From Krieg DeVault, Nancy J. Townsend discusses an Illinois case in which the parties tried to set up an independent contractor relationship but it was later found to be subject to an employment relationship subject to a wage claim. Nancy writes:
A recent decision by the Illinois Court of Appeals highlights that the nature of the arrangement — and not the parties’ intentions — will determine whether a worker is an employee eligible to file a Wage Claim. The court in O’Malley v. Udo, 2022 IL App (1st) 200007 (Jan. 14, 2022), allowed a Wage Claim despite extensive efforts by both the consultant and the company to establish an independent contractor relationship when the consultant joined the company. The consultant refused an “employment” agreement, declined an offer of “employment,” and insisted on a contractor relationship. They agreed that the company would pay the consultant’s invoices at $1,000 per workday plus expense reimbursement. He was paid as a 1099 contractor. The company did not control, direct, or supervise the consultant’s work. Both the company and the consultant made clear in their written agreement that they intended a contractor relationship. The consultant worked primarily from his Evanston home and not the company’s home office in New York City, but he also traveled to marketing events for the company and was introduced as a manager.
When the company couldn’t pay him, the consultant decided he was an employee after all and filed a claim under the Wage Act. The trial court relied on the expressed intention of the parties and found that the consultant was an independent contractor who had no claim under the Wage Act. The Court of Appeals disagreed, noting that “a plaintiff’s status under the Wage Act is not controlled by how the parties referred to themselves in their agreement.” O’Malley, ¶ 48.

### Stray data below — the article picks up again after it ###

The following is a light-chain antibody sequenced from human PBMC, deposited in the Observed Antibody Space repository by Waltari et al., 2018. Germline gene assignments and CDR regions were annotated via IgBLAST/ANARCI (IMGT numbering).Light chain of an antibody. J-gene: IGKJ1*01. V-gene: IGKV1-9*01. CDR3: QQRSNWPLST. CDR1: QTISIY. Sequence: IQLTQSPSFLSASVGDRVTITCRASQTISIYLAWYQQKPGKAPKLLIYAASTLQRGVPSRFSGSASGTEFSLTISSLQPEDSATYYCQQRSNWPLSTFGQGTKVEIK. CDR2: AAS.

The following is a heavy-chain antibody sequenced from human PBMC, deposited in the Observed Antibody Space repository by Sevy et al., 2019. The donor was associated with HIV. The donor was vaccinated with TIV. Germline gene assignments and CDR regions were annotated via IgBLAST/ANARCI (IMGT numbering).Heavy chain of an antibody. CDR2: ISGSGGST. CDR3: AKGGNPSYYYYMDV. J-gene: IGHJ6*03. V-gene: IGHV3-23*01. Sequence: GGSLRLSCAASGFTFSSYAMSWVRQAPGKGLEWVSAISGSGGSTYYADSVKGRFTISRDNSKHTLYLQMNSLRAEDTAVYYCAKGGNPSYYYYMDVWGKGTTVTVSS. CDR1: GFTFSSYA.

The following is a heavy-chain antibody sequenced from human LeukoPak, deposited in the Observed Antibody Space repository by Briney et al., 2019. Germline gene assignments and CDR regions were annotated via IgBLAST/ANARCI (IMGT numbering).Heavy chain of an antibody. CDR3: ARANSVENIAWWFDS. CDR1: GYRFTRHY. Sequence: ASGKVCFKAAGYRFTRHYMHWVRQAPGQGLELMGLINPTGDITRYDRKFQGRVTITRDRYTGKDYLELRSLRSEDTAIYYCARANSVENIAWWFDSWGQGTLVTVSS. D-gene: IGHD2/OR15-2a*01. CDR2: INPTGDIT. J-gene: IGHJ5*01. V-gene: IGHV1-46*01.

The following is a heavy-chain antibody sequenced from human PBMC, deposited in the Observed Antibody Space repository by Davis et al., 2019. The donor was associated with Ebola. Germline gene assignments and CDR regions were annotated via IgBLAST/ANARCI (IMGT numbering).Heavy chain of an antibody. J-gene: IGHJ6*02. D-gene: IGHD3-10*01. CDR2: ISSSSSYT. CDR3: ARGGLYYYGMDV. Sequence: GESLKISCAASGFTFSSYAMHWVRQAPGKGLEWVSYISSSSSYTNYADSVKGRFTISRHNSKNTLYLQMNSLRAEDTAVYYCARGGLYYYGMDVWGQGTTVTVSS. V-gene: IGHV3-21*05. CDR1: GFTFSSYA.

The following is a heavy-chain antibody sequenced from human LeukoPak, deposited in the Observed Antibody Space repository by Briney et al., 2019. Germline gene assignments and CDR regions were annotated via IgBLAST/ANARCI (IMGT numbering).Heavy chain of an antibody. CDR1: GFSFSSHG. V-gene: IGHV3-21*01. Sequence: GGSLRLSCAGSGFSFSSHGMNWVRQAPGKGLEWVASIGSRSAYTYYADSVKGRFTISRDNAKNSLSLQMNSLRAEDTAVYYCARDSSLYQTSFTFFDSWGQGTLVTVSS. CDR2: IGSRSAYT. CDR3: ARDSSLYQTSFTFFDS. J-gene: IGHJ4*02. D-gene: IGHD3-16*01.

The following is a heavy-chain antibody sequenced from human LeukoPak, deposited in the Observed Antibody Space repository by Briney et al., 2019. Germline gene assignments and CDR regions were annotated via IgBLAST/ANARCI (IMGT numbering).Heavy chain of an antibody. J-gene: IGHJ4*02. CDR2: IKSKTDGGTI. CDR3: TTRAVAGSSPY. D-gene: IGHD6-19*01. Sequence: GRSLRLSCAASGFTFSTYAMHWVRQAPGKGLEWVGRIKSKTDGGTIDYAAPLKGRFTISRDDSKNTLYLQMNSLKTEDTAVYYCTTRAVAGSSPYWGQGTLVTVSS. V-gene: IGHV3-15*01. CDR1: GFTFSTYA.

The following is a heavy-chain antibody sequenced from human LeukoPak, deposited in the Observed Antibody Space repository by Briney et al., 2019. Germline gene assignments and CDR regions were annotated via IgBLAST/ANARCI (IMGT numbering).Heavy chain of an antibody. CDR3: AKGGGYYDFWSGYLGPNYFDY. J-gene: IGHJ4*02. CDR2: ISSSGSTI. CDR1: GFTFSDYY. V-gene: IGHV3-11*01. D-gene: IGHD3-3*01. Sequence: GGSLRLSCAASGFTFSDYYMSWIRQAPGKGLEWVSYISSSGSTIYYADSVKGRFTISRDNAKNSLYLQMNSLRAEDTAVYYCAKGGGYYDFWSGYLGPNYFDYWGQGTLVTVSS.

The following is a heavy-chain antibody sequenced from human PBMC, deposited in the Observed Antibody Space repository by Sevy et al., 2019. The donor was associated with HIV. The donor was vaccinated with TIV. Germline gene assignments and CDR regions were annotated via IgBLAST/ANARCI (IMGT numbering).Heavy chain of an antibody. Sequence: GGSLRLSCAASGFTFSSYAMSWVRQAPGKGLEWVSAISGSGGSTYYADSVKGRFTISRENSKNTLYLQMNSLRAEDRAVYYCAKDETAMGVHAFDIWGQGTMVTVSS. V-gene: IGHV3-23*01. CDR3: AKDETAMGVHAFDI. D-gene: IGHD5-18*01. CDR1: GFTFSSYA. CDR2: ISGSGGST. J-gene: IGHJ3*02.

The language of the Wage Act defines employee expansively to include “any individual permitted to work by an employer in an occupation” and only excludes workers who meet all three of the following criteria:
(1) has been and will continue to be free from control and direction over the performance of his work, both under his contract of service with his employer and in fact; and
(2) performs work which is either outside the usual course of business or is performed outside all of the places of business of the employer unless the employer is in the business of contracting with third parties for the placement of employees; and
(3) is in an independently established trade, occupation, profession or business.
820 ILCS 115/2(1), (2), (3). The consultant could not satisfy either option of subsection (2), so he was an employee entitled to recover under the Wage Act. O’Malley, ¶ 58.
Work in “the usual course of business” for purposes of the first alternative under subsection (2), means services “necessary to the business of the employing unit” rather than “merely incidental” to that business. O’Malley, ¶ 51. The consultant was developing a financial product that was the primary business of the company and was soliciting investors for that product, among other business of the company. The consultant was thus performing work that was “necessary to” and therefore in the usual course of that business and not “outside the usual course of business.” 820 ILCS 115/2(2).
If you have questions regarding information found in this alert, please contact Nancy J. Townsend or another member of our Employment Law Practice.
Read the full story at Beware of the Illinois Employee who Insists on Independent Contractor Status
1 thought on “Beware of the Illinois Employee who Insists on Independent Contractor Status”
What a messy situation. Besides making sure you’re classifying someone correctly, you should make sure it’s worth your while. I’ve found this blog post helpful in recent days to break down the benefits of each type of worker: https://www.1099-etc.com/blog/1099-w2-forms/contractor-1099-vs-w2/.